My thai wife of 29 years and myself are happy we chose this route, and we both can’t wait to retire next year and move to Thailand.

    Take care and good health,


    • Lou,

      Thanks so much for your input and the info you gave. Good to hear things are going well for you. I am going to look into proton therapy. Not sure if they have it here in Thailand yet. I’ll get back if there is. For those who don’t know, Medicare does not pay for overseas treatment so we have to take care of that ourselves. Although cheaper than in the U.S. treatment here can still be expensive.

      Lots of luck to you and hoping for your good health.

  10. Kris Hoover said

    Glad to hear that things worked out well for you, Hugh. After our meeting at Chiangmai Ram a couple of weeks ago, I ended up having surgery (urethrostomy) for the second time with Dr. Bannakij on Dec. 22. Without insurance this time, I elected to have the procedure done at Sriphat Medical Center for half the price it cost at Chiangmai Ram. Just had the catheter removed yesterday after having it in for 8 days and thankfully I can pee freely again. Unlike your case, my diagnosis was a stricture caused by trauma inflicted during catheterization for knee surgery at Bumrungrad Hospital in Bangkok in July of 2013. It seems that strictures can and do reoccur after the initial damage is done with few alternatives to surgery. I’m hoping that in my case twice is enough.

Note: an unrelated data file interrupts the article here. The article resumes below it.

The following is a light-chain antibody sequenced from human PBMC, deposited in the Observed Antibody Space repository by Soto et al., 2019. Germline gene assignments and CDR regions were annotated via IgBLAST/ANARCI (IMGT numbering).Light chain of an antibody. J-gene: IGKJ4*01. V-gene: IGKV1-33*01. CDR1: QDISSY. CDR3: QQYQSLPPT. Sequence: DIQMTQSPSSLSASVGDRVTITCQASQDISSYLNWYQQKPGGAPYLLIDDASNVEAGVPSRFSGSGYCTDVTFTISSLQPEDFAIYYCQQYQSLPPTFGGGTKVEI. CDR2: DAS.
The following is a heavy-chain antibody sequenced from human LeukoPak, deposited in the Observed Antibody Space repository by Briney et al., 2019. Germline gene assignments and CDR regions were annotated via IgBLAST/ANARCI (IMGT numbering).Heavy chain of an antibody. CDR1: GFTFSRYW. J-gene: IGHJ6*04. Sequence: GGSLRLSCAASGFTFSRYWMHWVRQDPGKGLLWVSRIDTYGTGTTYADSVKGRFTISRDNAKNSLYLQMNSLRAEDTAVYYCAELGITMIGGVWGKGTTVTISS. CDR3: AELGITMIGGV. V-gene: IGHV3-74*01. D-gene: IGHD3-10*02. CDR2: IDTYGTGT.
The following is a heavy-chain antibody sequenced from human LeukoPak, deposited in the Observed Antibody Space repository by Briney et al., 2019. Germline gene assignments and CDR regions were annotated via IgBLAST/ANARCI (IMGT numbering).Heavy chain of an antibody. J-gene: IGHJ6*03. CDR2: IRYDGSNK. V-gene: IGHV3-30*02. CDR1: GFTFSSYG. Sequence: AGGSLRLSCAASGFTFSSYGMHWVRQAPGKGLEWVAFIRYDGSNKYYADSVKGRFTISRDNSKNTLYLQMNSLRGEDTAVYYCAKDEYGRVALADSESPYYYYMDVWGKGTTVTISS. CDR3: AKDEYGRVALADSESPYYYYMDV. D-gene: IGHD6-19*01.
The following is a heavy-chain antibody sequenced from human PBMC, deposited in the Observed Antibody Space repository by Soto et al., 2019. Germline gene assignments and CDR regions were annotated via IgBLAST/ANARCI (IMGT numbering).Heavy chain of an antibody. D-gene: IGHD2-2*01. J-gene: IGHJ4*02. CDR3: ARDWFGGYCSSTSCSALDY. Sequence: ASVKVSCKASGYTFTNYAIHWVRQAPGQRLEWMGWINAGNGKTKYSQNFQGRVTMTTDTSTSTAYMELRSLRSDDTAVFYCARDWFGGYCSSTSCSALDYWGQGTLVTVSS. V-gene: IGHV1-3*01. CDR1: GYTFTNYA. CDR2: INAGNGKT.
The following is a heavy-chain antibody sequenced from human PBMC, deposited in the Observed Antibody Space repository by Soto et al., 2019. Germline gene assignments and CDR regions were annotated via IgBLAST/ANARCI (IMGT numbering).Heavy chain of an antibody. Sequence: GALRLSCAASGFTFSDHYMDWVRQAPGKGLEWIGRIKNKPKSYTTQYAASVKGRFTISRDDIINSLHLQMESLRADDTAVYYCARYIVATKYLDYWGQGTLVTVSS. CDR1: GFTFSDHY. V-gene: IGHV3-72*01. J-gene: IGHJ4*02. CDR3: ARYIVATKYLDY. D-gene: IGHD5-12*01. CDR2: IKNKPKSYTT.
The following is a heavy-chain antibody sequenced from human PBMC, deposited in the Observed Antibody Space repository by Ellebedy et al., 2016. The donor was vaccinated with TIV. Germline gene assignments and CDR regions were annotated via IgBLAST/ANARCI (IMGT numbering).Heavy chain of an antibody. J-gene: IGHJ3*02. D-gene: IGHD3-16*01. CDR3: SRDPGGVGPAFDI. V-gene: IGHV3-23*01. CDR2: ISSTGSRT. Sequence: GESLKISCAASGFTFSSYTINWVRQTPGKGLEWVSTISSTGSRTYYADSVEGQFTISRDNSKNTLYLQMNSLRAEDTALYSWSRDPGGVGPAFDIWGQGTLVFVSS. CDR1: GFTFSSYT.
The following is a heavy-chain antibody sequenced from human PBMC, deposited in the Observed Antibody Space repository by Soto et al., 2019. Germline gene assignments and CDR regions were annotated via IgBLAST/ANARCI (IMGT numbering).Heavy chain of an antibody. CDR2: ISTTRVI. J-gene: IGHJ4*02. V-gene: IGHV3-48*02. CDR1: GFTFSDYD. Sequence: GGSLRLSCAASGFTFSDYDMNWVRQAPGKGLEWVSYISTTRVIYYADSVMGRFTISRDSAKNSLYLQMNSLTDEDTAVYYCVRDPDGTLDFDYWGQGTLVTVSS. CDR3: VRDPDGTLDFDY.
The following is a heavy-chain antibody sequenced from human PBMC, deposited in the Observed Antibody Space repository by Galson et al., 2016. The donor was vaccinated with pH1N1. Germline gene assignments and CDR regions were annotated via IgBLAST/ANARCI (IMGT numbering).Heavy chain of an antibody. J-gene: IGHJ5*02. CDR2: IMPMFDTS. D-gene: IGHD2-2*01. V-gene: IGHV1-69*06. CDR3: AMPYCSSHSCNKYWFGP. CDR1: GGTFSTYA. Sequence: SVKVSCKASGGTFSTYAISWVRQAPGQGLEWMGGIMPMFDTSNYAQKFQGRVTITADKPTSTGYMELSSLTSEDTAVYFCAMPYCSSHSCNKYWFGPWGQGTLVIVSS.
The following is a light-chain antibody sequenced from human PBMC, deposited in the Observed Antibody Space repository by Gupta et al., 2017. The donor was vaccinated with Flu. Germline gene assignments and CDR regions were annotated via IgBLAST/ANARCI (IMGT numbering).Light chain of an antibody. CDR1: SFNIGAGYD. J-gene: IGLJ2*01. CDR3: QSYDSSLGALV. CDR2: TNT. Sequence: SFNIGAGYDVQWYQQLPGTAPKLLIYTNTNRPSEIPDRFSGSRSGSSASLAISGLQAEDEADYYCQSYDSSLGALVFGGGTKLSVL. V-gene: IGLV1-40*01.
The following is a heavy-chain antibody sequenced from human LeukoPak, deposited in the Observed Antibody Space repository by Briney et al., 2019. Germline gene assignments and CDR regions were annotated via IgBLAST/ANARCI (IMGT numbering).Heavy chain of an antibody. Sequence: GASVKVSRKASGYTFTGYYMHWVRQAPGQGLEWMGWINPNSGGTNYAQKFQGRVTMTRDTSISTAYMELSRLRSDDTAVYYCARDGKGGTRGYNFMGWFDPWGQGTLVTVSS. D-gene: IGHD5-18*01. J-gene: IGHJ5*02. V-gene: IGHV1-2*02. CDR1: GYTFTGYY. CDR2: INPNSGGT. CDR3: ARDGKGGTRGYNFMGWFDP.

11. […] important for men, and women who have men in their lives. This post on WLT is a companion piece to What We Men Don’t Like to Think About. If you have time, take a look at my post. It is full of info and web links about this condition […]